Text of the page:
How can you stand out in surface pattern design?
I’ve been talking a lot about patterns recently and how I’ve been sucked into the vortex of designing: it’s addictive and incredible and it doesn’t just start and end with one pattern.
It encompasses defining a palette, sourcing motifs, working to a theme or a trend or a brief or a style…
And that’s the crux of it. I feel too ‘fledgling’ to have a recognisable style.
This video featuring UPPERCASE Editor and Designer Janine Vangool, explains some key pointers as well as naming some of the different style footprints a designer might work to:
Big & bold, floral & chintzy, graphic, geometric, linear, minimalist, illustrative, cutesy, block colours, not scared of black…
Yet there are elements I love in all of these styles. I’m multi-passionate – what can I say? Here’s my 6 top-take-outs from the video:
I’m quite bold in my personal style and that filters through to the way I dress, the colours I’m drawn to and my choice of internal decor.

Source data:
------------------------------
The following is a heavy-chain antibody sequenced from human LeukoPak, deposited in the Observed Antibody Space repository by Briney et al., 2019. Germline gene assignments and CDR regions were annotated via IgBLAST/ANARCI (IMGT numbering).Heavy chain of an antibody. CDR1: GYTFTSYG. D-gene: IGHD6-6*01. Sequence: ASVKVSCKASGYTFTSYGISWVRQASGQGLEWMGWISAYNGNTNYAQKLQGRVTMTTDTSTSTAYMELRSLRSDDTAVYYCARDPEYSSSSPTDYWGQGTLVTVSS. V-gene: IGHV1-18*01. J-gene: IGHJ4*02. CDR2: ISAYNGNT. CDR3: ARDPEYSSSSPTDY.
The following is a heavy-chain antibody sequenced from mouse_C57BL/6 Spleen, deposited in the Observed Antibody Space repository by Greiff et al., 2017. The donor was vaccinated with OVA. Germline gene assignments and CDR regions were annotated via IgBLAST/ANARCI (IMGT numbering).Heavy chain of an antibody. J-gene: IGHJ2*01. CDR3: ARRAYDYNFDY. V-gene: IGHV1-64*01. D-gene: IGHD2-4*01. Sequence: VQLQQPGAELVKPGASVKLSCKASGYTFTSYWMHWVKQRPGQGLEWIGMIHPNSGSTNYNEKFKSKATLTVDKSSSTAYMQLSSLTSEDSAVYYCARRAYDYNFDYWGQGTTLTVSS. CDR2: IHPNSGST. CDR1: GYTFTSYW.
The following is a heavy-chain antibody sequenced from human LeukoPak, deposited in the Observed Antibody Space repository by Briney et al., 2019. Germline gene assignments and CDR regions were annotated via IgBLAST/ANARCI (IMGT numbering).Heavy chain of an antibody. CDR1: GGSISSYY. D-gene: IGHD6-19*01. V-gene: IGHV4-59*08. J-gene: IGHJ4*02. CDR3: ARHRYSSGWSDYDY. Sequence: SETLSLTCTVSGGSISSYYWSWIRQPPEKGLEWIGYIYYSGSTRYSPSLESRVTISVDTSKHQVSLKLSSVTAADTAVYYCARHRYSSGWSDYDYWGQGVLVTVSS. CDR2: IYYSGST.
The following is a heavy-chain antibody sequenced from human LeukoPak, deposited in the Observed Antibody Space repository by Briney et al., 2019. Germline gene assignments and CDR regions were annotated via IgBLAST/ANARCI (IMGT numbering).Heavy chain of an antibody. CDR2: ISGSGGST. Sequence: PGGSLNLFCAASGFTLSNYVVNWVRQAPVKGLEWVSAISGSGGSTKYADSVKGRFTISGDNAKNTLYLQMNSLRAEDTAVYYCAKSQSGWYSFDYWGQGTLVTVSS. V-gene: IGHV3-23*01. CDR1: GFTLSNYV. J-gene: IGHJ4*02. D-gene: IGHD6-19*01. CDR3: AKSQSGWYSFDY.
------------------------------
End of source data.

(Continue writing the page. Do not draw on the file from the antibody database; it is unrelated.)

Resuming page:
But I love minimalist geometric work too. And illustrative design. And I’m not scared of black: on me, on my walls, in pattern.
I want to draw on dark forces like folklore and The Brothers’ Grimm fairy tales to weave a story through my patterns and project my ‘inner world’ into the ‘outside world’. It’s a lot to consider.
UPPERCASE magazine markets itself as for ‘the creative and the curious’, and that’s definitely me. And it got me wondering:
Are creative people everywhere asking the same questions of themselves, over and over, trying to find their niche, their style, their oeuvre? Are they keeping themselves awake at night with their creative curiosity, just like me? I think the answer is ‘yes’.
There’s a lot of work to be done, and this new focus for my creativity has given me a lot to think about in discovering my design footprint and in doing so, discovering and revealing another layer of myself.
For now, I’ve been focusing on a perennial (yet seasonal) favourite: autumn leaves. I can’t believe the year has spun us round to September already, but as the leaves begin to fall, I’ll be documenting them through my patterns.